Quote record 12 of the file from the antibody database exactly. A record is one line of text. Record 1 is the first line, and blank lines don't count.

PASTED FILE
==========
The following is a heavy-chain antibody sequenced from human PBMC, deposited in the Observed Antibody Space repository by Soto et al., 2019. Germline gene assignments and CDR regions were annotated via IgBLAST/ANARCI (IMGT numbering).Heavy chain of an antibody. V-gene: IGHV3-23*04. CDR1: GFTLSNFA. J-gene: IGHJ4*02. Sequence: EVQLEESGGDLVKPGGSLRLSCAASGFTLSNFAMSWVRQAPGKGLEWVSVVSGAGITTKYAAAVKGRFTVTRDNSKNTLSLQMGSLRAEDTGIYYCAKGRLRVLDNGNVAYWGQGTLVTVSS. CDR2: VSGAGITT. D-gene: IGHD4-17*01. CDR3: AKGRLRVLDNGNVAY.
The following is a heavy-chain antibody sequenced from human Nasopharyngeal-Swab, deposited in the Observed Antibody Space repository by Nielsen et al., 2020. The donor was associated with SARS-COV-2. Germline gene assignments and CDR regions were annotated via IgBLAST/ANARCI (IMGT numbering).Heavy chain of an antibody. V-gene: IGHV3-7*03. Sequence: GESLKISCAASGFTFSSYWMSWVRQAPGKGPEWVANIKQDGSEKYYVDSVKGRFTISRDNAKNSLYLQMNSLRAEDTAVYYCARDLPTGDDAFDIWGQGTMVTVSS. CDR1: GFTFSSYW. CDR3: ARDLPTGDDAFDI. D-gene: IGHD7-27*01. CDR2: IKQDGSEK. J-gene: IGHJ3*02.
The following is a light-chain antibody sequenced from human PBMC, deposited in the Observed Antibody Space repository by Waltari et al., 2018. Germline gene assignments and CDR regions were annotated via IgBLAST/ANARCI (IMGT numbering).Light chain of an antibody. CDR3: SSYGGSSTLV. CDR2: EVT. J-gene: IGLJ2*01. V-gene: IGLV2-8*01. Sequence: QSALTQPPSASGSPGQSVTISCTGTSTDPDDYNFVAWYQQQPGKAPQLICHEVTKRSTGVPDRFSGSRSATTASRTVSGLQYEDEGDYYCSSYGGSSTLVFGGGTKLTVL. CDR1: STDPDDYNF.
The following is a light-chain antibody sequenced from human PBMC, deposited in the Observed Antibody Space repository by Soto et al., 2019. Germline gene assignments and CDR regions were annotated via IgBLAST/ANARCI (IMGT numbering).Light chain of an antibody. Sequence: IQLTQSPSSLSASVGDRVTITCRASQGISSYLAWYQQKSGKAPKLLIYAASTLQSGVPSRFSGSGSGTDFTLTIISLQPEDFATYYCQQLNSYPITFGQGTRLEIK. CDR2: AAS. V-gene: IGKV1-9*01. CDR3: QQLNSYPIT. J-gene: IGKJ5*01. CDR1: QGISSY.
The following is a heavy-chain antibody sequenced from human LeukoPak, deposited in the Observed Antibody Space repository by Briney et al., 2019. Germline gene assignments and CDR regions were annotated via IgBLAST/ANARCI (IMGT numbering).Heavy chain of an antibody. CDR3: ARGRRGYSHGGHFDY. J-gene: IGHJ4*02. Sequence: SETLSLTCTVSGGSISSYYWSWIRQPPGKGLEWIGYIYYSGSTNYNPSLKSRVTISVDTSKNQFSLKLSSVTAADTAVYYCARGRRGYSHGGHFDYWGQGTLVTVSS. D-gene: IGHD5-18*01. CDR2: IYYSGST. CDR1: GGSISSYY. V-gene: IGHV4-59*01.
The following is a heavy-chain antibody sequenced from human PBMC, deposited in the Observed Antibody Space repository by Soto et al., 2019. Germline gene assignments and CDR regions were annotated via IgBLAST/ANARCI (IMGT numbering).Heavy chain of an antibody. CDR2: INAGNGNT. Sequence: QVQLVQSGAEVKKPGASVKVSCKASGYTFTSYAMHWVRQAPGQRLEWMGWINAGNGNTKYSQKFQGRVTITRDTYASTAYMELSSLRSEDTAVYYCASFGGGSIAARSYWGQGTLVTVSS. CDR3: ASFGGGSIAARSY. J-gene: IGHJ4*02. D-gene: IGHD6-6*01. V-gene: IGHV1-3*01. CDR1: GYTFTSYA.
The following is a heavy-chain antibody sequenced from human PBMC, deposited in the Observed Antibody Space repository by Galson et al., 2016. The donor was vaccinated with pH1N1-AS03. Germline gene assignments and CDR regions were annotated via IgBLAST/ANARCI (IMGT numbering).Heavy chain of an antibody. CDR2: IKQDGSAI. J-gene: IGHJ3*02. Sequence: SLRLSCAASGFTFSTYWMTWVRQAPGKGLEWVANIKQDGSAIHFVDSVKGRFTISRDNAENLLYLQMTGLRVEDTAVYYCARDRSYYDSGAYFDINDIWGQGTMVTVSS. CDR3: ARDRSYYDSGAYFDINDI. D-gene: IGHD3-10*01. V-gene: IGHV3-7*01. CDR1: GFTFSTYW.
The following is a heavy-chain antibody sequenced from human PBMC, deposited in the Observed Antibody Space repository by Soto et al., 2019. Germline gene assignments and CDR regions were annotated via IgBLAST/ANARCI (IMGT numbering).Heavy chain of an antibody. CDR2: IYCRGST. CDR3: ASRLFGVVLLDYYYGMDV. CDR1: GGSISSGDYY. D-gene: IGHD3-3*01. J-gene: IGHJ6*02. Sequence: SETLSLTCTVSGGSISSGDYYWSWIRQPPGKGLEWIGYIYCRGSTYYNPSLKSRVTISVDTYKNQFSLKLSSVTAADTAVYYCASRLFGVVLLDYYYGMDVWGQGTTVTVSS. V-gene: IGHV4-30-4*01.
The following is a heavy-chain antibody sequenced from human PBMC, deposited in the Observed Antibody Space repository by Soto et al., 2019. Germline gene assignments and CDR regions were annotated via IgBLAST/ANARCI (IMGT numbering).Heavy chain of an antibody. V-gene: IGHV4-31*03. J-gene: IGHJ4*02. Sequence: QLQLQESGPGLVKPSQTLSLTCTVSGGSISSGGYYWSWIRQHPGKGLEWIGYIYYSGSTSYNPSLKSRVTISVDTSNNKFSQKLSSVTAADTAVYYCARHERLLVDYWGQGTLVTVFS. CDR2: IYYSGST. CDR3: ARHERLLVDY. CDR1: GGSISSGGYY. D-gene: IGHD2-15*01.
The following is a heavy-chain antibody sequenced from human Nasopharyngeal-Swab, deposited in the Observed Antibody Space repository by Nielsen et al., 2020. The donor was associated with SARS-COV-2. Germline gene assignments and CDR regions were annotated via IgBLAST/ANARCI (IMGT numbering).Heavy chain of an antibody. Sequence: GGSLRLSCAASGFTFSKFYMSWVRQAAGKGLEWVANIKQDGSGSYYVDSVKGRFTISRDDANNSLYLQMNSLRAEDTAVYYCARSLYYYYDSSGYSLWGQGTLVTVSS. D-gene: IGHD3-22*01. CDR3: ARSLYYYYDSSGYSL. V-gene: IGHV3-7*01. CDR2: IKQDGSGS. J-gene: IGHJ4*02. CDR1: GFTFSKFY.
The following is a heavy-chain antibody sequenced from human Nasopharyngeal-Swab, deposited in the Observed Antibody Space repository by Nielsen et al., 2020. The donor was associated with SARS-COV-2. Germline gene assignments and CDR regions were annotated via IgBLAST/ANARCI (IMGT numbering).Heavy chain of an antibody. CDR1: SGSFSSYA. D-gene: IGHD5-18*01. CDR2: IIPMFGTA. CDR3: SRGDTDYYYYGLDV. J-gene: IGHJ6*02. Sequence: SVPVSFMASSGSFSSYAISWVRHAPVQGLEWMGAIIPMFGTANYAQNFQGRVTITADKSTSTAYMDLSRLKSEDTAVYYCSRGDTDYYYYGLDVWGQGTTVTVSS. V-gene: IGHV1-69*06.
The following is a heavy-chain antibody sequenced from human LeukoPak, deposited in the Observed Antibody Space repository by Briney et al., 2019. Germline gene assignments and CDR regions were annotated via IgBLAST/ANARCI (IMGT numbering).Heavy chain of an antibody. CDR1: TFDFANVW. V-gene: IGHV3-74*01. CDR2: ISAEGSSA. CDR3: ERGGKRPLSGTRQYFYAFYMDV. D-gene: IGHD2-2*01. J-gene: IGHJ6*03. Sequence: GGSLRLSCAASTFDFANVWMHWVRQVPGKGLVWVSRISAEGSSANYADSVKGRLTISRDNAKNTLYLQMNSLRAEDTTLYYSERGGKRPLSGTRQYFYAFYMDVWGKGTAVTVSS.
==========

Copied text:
The following is a heavy-chain antibody sequenced from human LeukoPak, deposited in the Observed Antibody Space repository by Briney et al., 2019. Germline gene assignments and CDR regions were annotated via IgBLAST/ANARCI (IMGT numbering).Heavy chain of an antibody. CDR1: TFDFANVW. V-gene: IGHV3-74*01. CDR2: ISAEGSSA. CDR3: ERGGKRPLSGTRQYFYAFYMDV. D-gene: IGHD2-2*01. J-gene: IGHJ6*03. Sequence: GGSLRLSCAASTFDFANVWMHWVRQVPGKGLVWVSRISAEGSSANYADSVKGRLTISRDNAKNTLYLQMNSLRAEDTTLYYSERGGKRPLSGTRQYFYAFYMDVWGKGTAVTVSS.